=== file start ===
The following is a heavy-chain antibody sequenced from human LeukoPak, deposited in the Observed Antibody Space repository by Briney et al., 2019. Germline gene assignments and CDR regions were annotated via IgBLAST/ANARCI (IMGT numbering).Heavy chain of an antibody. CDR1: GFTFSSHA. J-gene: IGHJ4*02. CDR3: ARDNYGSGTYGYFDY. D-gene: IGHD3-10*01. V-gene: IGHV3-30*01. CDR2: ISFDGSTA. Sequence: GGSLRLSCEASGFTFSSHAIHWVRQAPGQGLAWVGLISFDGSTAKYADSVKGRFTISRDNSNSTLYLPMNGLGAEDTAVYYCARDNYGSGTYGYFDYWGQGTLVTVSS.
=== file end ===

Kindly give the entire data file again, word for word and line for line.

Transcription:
The following is a heavy-chain antibody sequenced from human LeukoPak, deposited in the Observed Antibody Space repository by Briney et al., 2019. Germline gene assignments and CDR regions were annotated via IgBLAST/ANARCI (IMGT numbering).Heavy chain of an antibody. CDR1: GFTFSSHA. J-gene: IGHJ4*02. CDR3: ARDNYGSGTYGYFDY. D-gene: IGHD3-10*01. V-gene: IGHV3-30*01. CDR2: ISFDGSTA. Sequence: GGSLRLSCEASGFTFSSHAIHWVRQAPGQGLAWVGLISFDGSTAKYADSVKGRFTISRDNSNSTLYLPMNGLGAEDTAVYYCARDNYGSGTYGYFDYWGQGTLVTVSS.